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University of Namibia (2012)

The biology and abundance of three Cichlid species from the Kavango and Caprivi regions, Namibia

Peel, Richard A.

Titre : The biology and abundance of three Cichlid species from the Kavango and Caprivi regions, Namibia

Auteur : Peel, Richard A.

Université de soutenance : University of Namibia

Grade : Master of Science (MS) 2012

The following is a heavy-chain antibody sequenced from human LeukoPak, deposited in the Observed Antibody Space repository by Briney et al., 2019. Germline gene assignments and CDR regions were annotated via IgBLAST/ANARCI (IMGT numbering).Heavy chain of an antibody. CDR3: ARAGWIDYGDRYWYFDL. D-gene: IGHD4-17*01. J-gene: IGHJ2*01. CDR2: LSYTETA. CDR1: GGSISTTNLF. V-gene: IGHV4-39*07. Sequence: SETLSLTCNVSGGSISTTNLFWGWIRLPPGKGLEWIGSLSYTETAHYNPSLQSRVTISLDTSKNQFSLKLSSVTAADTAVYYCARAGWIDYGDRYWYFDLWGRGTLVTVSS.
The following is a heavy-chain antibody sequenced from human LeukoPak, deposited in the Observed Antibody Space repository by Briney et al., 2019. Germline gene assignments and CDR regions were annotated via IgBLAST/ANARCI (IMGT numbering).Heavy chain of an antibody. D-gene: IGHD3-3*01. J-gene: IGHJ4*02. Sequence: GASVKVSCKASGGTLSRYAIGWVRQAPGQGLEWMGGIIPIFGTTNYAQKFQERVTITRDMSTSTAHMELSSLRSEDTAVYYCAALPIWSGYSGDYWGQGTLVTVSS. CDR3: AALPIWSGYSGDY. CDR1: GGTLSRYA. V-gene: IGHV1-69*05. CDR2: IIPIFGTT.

River-floodplains are highly productive environments capable of supporting large fisheries. In the Kavango and Caprivi Regions in Namibia, artisanal gillnet fisheries catch is dominated by three cichlids : Oreochromis andersonii, Oreochromis macrochir and Tilapia rendalli. Their abundance is declining because of increased fishing pressure and their stocks are becoming vulnerable to overfishing. The aim of this thesis was to provide management recommendations for the three cichlids by investigating and comparing their age, growth, reproduction and relative abundance in Lake Liambezi and the Kavango, Kwando and Zambezi Rivers. These four systems present different scenarios whereby Lake Liambezi is a highly productive but heavily exploited area, the Zambezi River is considered heavily exploited and the samples from the Kavango and Kwando Rivers were collected from protected areas where exploitation was low. Fish community composition and relative abundance were assessed using experimental gillnet fleets in each system. Gillnet catch composition was similar between the three river systems but differed markedly in Lake Liambezi because of habitat differences. Schilbe intermedius dominated gillnet catches in the three river systems, while Brycinus lateralis was most abundant in Lake Liambezi. Cichlid abundance was low despite their importance in artisanal fisheries. Catch per unit effort (CPUE) for O. andersonii and O. macrochir was highest in the unexploited systems and lowest in the exploited systems. Tilapia rendalli CPUE was highest in Lake Liambezi and was lowest in the Zambezi River. Age and growth were estimated using sectioned sagittal otoliths. Growth zone deposition rate was validated as annual using edge analysis (EA) and occurred in summer between October and January. Initial growth rates for each species were fastest in exploited populations, and O. andersonii and O. macrochir attained larger sizes in the Zambezi River. While the three species attained older ages in protected areas, their growth rates were slower in these areas. This may be a consequence of intra-specific competition as well as of general system productivity. Age-at-50% maturity (tm50) differed significantly between populations of each species as a result of differences in growth rates, but length-at-50% maturity (Lm50) did not differ significantly between populations. Reproduction of the three assessed species peaked between September and April. These results indicate that cichlid fisheries in the Kavango and Caprivi Regions could be managed using similar exploitation rules in all systems. It was recommended that the legal minimum mesh size be increased from 3” (76 mm) to 3.5” (89 mm) to ensure that juvenile cichlids are not targeted by the fishery. The implementation of this would reduce the risk of overfishing. The establishment of Fish Protection Areas (FPA’s) on the Zambezi River was endorsed and it was recommended that further areas be established on the Zambezi and Kavango Rivers to maintain an adequate spawner stock of large cichlids.


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